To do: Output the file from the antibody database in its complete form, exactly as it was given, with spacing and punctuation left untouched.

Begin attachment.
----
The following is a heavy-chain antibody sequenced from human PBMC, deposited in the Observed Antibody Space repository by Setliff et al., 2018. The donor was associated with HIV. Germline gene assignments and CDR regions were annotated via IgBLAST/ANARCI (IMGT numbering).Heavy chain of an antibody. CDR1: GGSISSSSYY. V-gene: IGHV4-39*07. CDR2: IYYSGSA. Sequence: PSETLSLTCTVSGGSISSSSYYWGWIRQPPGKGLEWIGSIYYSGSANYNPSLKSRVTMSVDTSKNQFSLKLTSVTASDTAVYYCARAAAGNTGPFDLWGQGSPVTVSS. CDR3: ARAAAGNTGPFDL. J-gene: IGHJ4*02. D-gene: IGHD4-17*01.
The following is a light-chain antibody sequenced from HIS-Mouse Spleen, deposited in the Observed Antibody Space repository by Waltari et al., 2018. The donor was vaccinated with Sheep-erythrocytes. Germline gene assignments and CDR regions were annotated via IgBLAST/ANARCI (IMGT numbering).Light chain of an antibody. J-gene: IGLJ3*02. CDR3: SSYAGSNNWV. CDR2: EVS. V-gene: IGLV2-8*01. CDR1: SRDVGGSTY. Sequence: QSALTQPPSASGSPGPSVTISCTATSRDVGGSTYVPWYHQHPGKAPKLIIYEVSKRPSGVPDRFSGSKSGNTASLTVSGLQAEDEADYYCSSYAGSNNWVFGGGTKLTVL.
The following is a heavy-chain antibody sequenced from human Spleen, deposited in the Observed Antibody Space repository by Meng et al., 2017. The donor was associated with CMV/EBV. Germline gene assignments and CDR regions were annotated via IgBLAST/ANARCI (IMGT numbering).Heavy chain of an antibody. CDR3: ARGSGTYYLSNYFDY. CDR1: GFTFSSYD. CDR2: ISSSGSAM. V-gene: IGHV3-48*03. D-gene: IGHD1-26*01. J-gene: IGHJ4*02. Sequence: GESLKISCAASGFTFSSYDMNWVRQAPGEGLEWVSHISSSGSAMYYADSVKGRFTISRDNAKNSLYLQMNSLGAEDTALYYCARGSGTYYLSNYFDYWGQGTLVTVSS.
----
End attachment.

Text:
The following is a heavy-chain antibody sequenced from human PBMC, deposited in the Observed Antibody Space repository by Setliff et al., 2018. The donor was associated with HIV. Germline gene assignments and CDR regions were annotated via IgBLAST/ANARCI (IMGT numbering).Heavy chain of an antibody. CDR1: GGSISSSSYY. V-gene: IGHV4-39*07. CDR2: IYYSGSA. Sequence: PSETLSLTCTVSGGSISSSSYYWGWIRQPPGKGLEWIGSIYYSGSANYNPSLKSRVTMSVDTSKNQFSLKLTSVTASDTAVYYCARAAAGNTGPFDLWGQGSPVTVSS. CDR3: ARAAAGNTGPFDL. J-gene: IGHJ4*02. D-gene: IGHD4-17*01.
The following is a light-chain antibody sequenced from HIS-Mouse Spleen, deposited in the Observed Antibody Space repository by Waltari et al., 2018. The donor was vaccinated with Sheep-erythrocytes. Germline gene assignments and CDR regions were annotated via IgBLAST/ANARCI (IMGT numbering).Light chain of an antibody. J-gene: IGLJ3*02. CDR3: SSYAGSNNWV. CDR2: EVS. V-gene: IGLV2-8*01. CDR1: SRDVGGSTY. Sequence: QSALTQPPSASGSPGPSVTISCTATSRDVGGSTYVPWYHQHPGKAPKLIIYEVSKRPSGVPDRFSGSKSGNTASLTVSGLQAEDEADYYCSSYAGSNNWVFGGGTKLTVL.
The following is a heavy-chain antibody sequenced from human Spleen, deposited in the Observed Antibody Space repository by Meng et al., 2017. The donor was associated with CMV/EBV. Germline gene assignments and CDR regions were annotated via IgBLAST/ANARCI (IMGT numbering).Heavy chain of an antibody. CDR3: ARGSGTYYLSNYFDY. CDR1: GFTFSSYD. CDR2: ISSSGSAM. V-gene: IGHV3-48*03. D-gene: IGHD1-26*01. J-gene: IGHJ4*02. Sequence: GESLKISCAASGFTFSSYDMNWVRQAPGEGLEWVSHISSSGSAMYYADSVKGRFTISRDNAKNSLYLQMNSLGAEDTALYYCARGSGTYYLSNYFDYWGQGTLVTVSS.